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Old 09-19-2010, 04:15 AM   #1103686  /  #1
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Default Tyrannosaurus arms

This is just an idle speculation but maybe one of the more authoritative contributors round here could comment. One of the unusual features of Tyrannosaurus Rex is its relatively diminutive arms which indicate that as a full-sized adult it would have relied on the combined of forces of its massive head, powerful bite and big pointy teeth to do the damage. However these attributes would have been proportionately less effective as a juvenile or hatchling. Nevertheless in the BBC Walking With Dinosaurs program the young were depicted as in proportion to the adult with tiny, essentially non-functional upper limbs.

What I wonder is whether is is more likely that when hatched, the arms might have been more in proportion to the rest of its body, like a raptor or dromaeosaur, but just not have grown as fast as the rest of its body & especially its head?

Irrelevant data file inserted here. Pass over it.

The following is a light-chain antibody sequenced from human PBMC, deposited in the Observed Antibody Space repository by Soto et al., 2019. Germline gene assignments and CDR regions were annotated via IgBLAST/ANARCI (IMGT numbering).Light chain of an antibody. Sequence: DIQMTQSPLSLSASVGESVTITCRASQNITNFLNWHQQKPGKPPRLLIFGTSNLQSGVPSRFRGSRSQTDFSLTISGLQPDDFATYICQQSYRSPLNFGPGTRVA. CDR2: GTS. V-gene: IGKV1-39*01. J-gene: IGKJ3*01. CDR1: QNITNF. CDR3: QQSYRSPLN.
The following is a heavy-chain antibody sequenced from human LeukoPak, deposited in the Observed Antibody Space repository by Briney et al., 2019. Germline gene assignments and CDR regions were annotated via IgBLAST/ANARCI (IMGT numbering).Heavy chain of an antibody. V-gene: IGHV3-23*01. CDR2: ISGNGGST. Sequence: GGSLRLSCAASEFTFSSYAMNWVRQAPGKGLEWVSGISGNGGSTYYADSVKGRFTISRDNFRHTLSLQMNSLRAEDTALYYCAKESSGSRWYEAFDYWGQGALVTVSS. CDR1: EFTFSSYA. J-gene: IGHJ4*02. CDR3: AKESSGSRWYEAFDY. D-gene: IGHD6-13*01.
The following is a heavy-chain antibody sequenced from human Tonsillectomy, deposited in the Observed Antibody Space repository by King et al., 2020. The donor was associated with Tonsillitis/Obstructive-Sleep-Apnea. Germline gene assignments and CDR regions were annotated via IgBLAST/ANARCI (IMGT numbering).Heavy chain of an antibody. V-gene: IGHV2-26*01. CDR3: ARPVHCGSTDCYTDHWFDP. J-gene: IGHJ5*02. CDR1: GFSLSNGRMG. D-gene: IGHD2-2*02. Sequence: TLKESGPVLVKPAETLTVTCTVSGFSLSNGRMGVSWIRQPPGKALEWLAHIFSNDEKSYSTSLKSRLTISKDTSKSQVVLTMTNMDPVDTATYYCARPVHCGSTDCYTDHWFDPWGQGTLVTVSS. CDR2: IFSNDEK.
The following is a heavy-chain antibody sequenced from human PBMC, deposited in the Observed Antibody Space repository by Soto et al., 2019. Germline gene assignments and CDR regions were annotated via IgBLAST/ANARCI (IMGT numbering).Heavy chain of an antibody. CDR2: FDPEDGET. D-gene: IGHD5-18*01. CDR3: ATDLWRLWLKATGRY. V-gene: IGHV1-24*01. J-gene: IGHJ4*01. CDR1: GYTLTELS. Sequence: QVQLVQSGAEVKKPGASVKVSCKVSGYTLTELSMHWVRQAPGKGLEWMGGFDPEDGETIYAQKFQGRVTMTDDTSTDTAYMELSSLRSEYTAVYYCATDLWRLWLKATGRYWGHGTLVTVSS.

It seems to me that a bright paleontology PhD student could run some calcs & show that there'd be a cost-benefit transitional size when arms become less useful and sheer size kicks in. And if there's tyrannosaur fossils of different sizes available, you could test the hypothesis that the larger the animal, the smaller its arms would be in relative terms. It might even show up some smaller carnivorous dinosaur fossils as juvenile tyrannosaurs instead of a different species.

Has anyone ever researched this angle?
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Old 09-19-2010, 04:24 AM   #1103693  /  #2
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There are some good ontogenetic sequences described for Tyrannosaurus. Juveniles and subadults were morphologically and ecologically very different from the large adults.

For example:

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Old 09-19-2010, 04:30 AM   #1103699  /  #3
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So my speculation's not far off the mark? Cool...
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Old 09-19-2010, 04:34 AM   #1103701  /  #4
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More or less. There's a huge literature out there on the subject. TBH, the BBC just dropped the soap on that one.